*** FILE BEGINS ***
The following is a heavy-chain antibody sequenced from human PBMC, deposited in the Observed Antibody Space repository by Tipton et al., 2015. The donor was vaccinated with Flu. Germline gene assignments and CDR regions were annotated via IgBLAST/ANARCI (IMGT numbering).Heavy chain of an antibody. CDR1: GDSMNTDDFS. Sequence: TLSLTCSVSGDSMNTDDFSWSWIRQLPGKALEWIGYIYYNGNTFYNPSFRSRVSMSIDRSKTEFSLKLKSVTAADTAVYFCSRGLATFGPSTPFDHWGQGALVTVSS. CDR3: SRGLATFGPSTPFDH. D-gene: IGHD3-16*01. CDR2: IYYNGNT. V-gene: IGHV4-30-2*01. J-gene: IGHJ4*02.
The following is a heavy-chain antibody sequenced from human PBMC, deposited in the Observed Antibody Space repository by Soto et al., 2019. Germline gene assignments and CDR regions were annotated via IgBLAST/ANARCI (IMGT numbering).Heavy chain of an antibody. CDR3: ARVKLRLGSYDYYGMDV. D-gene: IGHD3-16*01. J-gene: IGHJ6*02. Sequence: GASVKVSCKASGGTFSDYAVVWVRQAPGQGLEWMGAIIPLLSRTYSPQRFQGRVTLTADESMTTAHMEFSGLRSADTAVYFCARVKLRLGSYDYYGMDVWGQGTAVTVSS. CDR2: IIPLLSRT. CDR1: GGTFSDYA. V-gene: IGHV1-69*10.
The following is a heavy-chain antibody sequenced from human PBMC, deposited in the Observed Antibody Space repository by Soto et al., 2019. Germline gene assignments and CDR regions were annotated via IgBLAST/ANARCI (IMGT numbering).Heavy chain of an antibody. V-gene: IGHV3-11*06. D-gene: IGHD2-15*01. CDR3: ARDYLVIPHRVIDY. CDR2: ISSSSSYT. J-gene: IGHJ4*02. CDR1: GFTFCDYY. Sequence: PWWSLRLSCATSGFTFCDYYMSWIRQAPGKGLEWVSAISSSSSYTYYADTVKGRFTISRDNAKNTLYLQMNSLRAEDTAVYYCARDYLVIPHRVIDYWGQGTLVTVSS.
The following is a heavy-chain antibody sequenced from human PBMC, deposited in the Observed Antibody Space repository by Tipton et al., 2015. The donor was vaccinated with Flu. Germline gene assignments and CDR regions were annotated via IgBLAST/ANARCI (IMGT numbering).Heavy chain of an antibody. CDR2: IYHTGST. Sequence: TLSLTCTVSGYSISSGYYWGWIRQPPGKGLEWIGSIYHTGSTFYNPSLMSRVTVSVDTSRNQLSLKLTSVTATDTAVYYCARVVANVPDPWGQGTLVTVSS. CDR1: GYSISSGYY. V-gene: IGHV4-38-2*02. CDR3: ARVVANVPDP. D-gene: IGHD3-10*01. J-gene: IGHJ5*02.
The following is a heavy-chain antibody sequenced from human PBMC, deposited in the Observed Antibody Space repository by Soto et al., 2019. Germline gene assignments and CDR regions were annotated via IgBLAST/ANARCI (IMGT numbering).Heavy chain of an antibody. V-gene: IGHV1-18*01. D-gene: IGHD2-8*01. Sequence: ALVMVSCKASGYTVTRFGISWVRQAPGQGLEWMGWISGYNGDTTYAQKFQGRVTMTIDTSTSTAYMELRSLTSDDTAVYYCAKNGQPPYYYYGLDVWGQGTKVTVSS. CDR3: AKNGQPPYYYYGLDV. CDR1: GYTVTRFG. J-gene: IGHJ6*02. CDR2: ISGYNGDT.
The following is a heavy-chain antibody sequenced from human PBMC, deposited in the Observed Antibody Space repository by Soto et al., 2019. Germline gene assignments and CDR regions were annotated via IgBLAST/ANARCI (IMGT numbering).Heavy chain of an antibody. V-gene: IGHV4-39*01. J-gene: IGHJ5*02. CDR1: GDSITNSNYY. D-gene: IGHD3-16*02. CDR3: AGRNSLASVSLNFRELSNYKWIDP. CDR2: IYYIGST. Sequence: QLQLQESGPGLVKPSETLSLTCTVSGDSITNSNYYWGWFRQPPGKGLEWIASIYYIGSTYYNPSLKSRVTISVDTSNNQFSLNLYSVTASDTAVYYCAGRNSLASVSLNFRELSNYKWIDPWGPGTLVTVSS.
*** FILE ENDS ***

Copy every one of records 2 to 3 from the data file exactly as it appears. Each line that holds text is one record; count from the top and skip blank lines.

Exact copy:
The following is a heavy-chain antibody sequenced from human PBMC, deposited in the Observed Antibody Space repository by Soto et al., 2019. Germline gene assignments and CDR regions were annotated via IgBLAST/ANARCI (IMGT numbering).Heavy chain of an antibody. CDR3: ARVKLRLGSYDYYGMDV. D-gene: IGHD3-16*01. J-gene: IGHJ6*02. Sequence: GASVKVSCKASGGTFSDYAVVWVRQAPGQGLEWMGAIIPLLSRTYSPQRFQGRVTLTADESMTTAHMEFSGLRSADTAVYFCARVKLRLGSYDYYGMDVWGQGTAVTVSS. CDR2: IIPLLSRT. CDR1: GGTFSDYA. V-gene: IGHV1-69*10.
The following is a heavy-chain antibody sequenced from human PBMC, deposited in the Observed Antibody Space repository by Soto et al., 2019. Germline gene assignments and CDR regions were annotated via IgBLAST/ANARCI (IMGT numbering).Heavy chain of an antibody. V-gene: IGHV3-11*06. D-gene: IGHD2-15*01. CDR3: ARDYLVIPHRVIDY. CDR2: ISSSSSYT. J-gene: IGHJ4*02. CDR1: GFTFCDYY. Sequence: PWWSLRLSCATSGFTFCDYYMSWIRQAPGKGLEWVSAISSSSSYTYYADTVKGRFTISRDNAKNTLYLQMNSLRAEDTAVYYCARDYLVIPHRVIDYWGQGTLVTVSS.